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Triarylmethanes, a new class of cx50 inhibitors.

Bodendiek SB, Rubinos C, Trelles MP, Coleman N, Jenkins DP, Wulff H, Srinivas M - Front Pharmacol (2012)

Bottom Line: We initially screened a library of common ion channel modulating pharmacophores for their inhibitory effects on Cx50 GJ channels, and identified four new classes of compounds.The SAR studies also indicated that the TRAM pharmacophore required for connexin inhibition is significantly different from the pharmacophore required for blocking the calcium-activated KCa3.1 channel.In addition, our results indicate that a similar approach may be used to find specific inhibitors of other connexin subtypes.

View Article: PubMed Central - PubMed

Affiliation: Department of Pharmacology, University of California Davis, CA, USA.

ABSTRACT
The paucity of specific pharmacological agents has been a major impediment for delineating the roles of gap junction (GJ) channels formed by connexin proteins in physiology and pathophysiology. Here, we used the selective optimization of side activities (SOSA) approach, which has led to the design of high affinity inhibitors of other ion channels, to identify a specific inhibitor for channels formed by Cx50, a connexin subtype that is primarily expressed in the lens. We initially screened a library of common ion channel modulating pharmacophores for their inhibitory effects on Cx50 GJ channels, and identified four new classes of compounds. The triarlymethane (TRAM) clotrimazole was the most potent Cx50 inhibitor and we therefore used it as a template to explore the structure activity relationship (SAR) of the TRAMs for Cx50 inhibition. We describe the design of T122 (N-[(2-methoxyphenyl)diphenylmethyl]-1,3-thiazol-2-amine) and T136 (N-[(2-iodophenyl)diphenylmethyl]-1,3-thiazol-2-amine), which inhibit Cx50 with IC(50)s of 1.2 and 2.4 μM. Both compounds exhibit at least 10-fold selectivity over other connexins as well as major neuronal and cardiac voltage-gated K(+) and Na(+) channels. The SAR studies also indicated that the TRAM pharmacophore required for connexin inhibition is significantly different from the pharmacophore required for blocking the calcium-activated KCa3.1 channel. Both T122 and T136 selectively inhibited Cx50 GJ channels in lens epithelial cells, suggesting that they could be used to further explore the role of Cx50 in the lens. In addition, our results indicate that a similar approach may be used to find specific inhibitors of other connexin subtypes.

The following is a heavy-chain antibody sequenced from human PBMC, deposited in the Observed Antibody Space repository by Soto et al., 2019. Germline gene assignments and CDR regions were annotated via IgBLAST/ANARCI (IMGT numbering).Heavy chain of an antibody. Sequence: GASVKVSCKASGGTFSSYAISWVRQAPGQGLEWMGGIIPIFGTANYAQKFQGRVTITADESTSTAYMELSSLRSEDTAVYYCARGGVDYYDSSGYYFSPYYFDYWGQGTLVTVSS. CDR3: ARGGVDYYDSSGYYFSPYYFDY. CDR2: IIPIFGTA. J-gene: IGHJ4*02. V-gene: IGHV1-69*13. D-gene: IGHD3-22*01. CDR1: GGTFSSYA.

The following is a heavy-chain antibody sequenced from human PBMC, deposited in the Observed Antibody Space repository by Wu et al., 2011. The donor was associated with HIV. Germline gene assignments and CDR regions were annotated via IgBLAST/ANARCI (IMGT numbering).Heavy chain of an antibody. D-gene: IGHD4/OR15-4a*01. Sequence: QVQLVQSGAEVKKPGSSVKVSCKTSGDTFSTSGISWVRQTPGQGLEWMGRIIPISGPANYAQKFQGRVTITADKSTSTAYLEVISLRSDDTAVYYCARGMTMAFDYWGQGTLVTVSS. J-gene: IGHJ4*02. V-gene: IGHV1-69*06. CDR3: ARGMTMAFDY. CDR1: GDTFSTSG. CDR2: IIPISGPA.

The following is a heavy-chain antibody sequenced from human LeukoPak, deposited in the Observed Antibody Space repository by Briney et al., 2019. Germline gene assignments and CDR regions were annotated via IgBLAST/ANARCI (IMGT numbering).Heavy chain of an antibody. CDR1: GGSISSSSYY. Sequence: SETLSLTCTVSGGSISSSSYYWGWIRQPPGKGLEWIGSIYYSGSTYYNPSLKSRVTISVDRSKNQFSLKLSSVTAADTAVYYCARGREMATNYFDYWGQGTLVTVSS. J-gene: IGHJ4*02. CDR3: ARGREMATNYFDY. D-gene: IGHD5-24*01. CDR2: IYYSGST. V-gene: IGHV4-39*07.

No MeSH data available.


Related in: MedlinePlus

T122 and T136 reduce junctional conductance in lens epithelial cells. (A) Effect of 10 μM T122 (top) and 10 μM T136 (bottom) on junctional currents in epithelial cells isolated from P6 lenses. The magnitude of inhibition is similar to that produced by quinine. The recordings in T122 and T136 are from two different cell pairs. (B) Bar graph summarizing the effect of T122 (10 μM) and T136 (10 μM), compared to that of quinine on coupling in epithelial cells. Each bar represents the mean ± SEM of four to six cell pairs.
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Figure 8: T122 and T136 reduce junctional conductance in lens epithelial cells. (A) Effect of 10 μM T122 (top) and 10 μM T136 (bottom) on junctional currents in epithelial cells isolated from P6 lenses. The magnitude of inhibition is similar to that produced by quinine. The recordings in T122 and T136 are from two different cell pairs. (B) Bar graph summarizing the effect of T122 (10 μM) and T136 (10 μM), compared to that of quinine on coupling in epithelial cells. Each bar represents the mean ± SEM of four to six cell pairs.

Mentions: Cx50 is strongly expressed in the lens in both the epithelium and in fibers. In the epithelium, the functional contribution of Cx50 to epithelial cell coupling is highest during the first postnatal week (∼70–75% of total coupling on average) with the remainder being contributed by Cx43. Therefore, we determined whether T122 and T136 (10 μM) also inhibited coupling provided by Cx50 in epithelial cells (Figure 8). The effect of T122 and T136 on junctional currents between epithelial cells isolated from mouse lenses on postnatal day 6 is shown in Figure 8A. Both compounds strongly reduced junctional currents, an effect that was reversible on washout of the drug. The reduction of junctional currents caused by T122 and T136 ranged from 65 to 87% of the initial conductance (means ± SEM are 67 ± 9%, n = 7 for T122; and 64 ± 8%, n = 6 for T136). These values were similar to the reduction produced by quinine, which also selectively inhibits Cx50, but not Cx43 GJ channels (Figure 8B).